4. They Make Things Meaningful

One of the most powerful things successful people do to always get what they want is that they make things meaningful. That is, they ensure that whatever endeavor they decide to embark upon is meaningful to them (and not necessarily to anyone else). They know and understand that it’s only worth it if it matters.

5. They Ask

One big thing that successful people always do to get what they want is this: they ask.

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Most people are too shy to ask for what they really want. If you are too shy to ask, you may never know how to get what you want. So, don’t be like most people.

Here’s an exercise you can do to get over it: next time you’re buying something, regardless of what it is, ask for a discount. Just do it. The worst-case scenario is that you’ll get a chuckle from the Barrista at Starbucks. The best-case scenario is that you’ll get comfortable with negotiating when it’s time to buy your next car.

6. They Take Action

Insight without action is useless. Successful people know that to always get what they want, they’ve got to take massive action.

One of the most powerful exercises I’ve ever discovered is this: never leave the sight of a goal without taking some kind of action towards its achievement. In other words, as soon as you decide you want something or as soon as you set a goal of some kind, do something – anything – that shifts you closer towards getting it.

7. They Use Their Time Wisely

Have you ever heard of NET time? It stands for “No Extra Time”.

For example: when you’re driving and sitting in traffic, are you listening to Mylie Cyrus? Or are you listening to an audiobook?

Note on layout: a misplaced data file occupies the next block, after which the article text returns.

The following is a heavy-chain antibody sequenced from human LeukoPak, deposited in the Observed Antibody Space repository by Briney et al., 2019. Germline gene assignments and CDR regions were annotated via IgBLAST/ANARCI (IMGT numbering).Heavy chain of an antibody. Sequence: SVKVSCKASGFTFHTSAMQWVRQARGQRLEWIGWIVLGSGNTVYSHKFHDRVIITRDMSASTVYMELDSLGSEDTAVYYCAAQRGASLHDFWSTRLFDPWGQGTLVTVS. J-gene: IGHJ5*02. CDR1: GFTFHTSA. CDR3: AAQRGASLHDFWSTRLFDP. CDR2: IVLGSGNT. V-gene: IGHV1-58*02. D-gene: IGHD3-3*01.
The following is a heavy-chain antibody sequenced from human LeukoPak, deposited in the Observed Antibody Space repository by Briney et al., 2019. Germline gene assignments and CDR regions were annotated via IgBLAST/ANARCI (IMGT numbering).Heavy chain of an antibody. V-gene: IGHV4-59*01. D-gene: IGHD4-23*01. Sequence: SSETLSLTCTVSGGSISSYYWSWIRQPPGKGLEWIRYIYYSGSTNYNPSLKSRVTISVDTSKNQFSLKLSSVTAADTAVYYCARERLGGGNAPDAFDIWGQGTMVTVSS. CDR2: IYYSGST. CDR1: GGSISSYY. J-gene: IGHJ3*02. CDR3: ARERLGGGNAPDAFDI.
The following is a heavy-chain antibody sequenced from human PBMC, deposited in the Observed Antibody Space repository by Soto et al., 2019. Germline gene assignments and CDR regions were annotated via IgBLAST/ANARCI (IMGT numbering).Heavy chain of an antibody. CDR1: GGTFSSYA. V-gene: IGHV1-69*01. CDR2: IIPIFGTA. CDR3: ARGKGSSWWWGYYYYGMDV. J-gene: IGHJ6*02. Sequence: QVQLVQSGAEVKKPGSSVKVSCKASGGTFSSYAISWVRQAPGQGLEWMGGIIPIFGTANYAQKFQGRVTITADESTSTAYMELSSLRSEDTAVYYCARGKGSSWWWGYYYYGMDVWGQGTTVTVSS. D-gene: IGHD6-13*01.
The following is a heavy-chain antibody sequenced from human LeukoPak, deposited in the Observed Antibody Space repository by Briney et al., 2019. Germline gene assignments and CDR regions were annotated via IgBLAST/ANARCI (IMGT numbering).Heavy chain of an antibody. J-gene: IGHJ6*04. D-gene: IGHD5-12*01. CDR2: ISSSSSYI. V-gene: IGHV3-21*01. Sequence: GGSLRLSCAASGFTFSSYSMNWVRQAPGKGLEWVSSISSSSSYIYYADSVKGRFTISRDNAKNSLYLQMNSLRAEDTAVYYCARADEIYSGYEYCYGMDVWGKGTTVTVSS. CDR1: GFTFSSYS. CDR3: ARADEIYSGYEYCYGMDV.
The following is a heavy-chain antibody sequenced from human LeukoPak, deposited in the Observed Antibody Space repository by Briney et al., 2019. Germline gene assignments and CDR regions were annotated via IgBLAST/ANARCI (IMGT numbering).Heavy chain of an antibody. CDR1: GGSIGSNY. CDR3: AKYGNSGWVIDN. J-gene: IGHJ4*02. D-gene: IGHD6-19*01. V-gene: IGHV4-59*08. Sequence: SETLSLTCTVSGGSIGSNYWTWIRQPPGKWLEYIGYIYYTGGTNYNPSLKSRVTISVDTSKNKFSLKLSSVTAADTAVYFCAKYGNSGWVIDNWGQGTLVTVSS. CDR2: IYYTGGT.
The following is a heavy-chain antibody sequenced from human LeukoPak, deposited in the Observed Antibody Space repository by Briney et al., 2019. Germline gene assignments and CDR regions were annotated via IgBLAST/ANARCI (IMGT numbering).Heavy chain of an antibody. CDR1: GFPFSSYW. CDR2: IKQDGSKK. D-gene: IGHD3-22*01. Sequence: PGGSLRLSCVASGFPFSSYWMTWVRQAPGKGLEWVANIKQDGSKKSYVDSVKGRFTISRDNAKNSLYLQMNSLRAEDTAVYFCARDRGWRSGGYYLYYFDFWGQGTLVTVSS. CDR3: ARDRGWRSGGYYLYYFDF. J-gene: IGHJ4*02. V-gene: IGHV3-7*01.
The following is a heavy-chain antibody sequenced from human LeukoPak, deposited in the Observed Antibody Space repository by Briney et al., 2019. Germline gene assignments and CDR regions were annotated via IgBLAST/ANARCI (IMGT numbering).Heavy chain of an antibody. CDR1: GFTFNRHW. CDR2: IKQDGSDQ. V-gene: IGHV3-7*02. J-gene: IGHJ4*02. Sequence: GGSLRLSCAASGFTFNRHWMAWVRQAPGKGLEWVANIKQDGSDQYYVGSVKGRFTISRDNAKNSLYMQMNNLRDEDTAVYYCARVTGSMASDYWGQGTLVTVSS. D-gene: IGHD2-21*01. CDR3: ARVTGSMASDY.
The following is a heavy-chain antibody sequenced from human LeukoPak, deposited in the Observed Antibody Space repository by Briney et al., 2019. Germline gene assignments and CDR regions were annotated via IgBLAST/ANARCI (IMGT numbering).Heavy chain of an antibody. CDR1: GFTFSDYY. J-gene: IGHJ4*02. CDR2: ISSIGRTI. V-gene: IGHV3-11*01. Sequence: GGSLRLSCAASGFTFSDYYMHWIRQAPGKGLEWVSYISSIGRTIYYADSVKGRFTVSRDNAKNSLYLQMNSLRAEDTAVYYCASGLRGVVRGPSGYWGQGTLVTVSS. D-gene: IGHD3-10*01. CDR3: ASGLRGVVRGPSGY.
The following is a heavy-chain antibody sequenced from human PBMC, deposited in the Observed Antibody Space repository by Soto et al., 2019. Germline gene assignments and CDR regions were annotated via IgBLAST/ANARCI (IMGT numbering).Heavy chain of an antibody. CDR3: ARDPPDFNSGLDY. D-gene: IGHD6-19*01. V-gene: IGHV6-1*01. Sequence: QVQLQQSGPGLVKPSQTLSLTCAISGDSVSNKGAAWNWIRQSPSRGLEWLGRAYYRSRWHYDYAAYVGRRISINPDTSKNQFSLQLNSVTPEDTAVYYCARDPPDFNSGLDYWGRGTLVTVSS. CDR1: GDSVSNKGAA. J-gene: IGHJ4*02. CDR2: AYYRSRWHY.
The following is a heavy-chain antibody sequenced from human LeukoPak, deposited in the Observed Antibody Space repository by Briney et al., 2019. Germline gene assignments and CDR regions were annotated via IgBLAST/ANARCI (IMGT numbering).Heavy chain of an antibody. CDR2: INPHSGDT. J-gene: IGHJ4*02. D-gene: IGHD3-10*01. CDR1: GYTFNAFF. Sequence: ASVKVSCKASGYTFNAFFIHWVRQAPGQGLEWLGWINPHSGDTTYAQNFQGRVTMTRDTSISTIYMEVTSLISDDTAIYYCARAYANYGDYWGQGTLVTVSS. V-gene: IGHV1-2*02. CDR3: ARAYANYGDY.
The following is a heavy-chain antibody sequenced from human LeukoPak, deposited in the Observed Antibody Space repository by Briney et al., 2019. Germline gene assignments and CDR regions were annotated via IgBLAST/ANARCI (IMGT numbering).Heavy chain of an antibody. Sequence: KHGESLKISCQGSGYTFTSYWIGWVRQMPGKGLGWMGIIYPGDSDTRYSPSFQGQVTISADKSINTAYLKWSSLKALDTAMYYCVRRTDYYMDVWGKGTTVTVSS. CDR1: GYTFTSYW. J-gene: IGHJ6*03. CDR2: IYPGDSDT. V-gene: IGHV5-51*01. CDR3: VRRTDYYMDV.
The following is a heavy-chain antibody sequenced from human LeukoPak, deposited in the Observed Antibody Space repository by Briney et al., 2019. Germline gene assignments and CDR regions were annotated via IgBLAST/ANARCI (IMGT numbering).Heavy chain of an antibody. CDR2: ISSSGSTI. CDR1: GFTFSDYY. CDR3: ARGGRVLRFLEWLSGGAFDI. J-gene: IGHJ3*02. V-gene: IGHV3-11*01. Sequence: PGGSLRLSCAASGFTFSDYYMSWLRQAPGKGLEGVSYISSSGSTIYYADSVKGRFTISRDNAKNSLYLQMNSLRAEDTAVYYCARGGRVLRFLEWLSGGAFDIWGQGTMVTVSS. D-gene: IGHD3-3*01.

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Successful people take NET time seriously. Get yourself some audiobook so you can start listening to the best business and self-improvement books available – all while you’re on your way to work in the morning.

8. They Choose to Lead

You don’t need to have formal authority to become a leader. You just need to choose yourself. All successful people know this, and so should you. Knowing how to get what you want requires knowing how to lead the way for others and yourself.

Don’t wait for anyone else to do it, because the truth is that most people want to be led anyway. So, just step up and claim authority. Be the leader you wish you always had.

9. They Contribute

Successful people know that to get what they want, they have to be willing to help other people get what they want.

What happens when you stop doing your job? What happens when you stop caring about your schoolwork? What happens when you become emotionally disconnected from a relationship?

You suffer – that’s what happens. Successful people know and understand that in order to succeed, they need to contribute. They need to add value to the lives of others. They need to do their best so that they can become the best.

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So, Now What?

I hope this article has re-ignited the fire that you already had within you to be successful at any endeavor. The reason why I’m stressing the fact that you’ve already got everything you need to succeed and get what you want is that you wouldn’t be reading this if you weren’t already motivated to be successful.

At the end of the day, however, all the insights in the world are worth nothing unless you combine them with action. When it’s all said and done, it’s your decision what you do with this list and how you apply it to your life and career.

But if I may, here’s what I would suggest you consider as you get started doing the things to help you succeed:

Review this list of the 9 things successful people do to always get what they want and then compare it with where you currently are at each one of these 9 things. Rate yourself in each one of the 9 things. Next, pick just ONE of them to work on every week.

For example, if you find that you’d like to learn more about the business side of the company you work for, then go read the best business books to help you do that.

Never stop learning. Always feed your mind with the knowledge you need to become as successful as possible within your area or industry. It doesn’t matter how busy you are. We’re all busy. Make the time to expand your knowledge.

And remember: every key learning should be immediately followed with action.

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Featured photo credit: Austin Distel via unsplash.com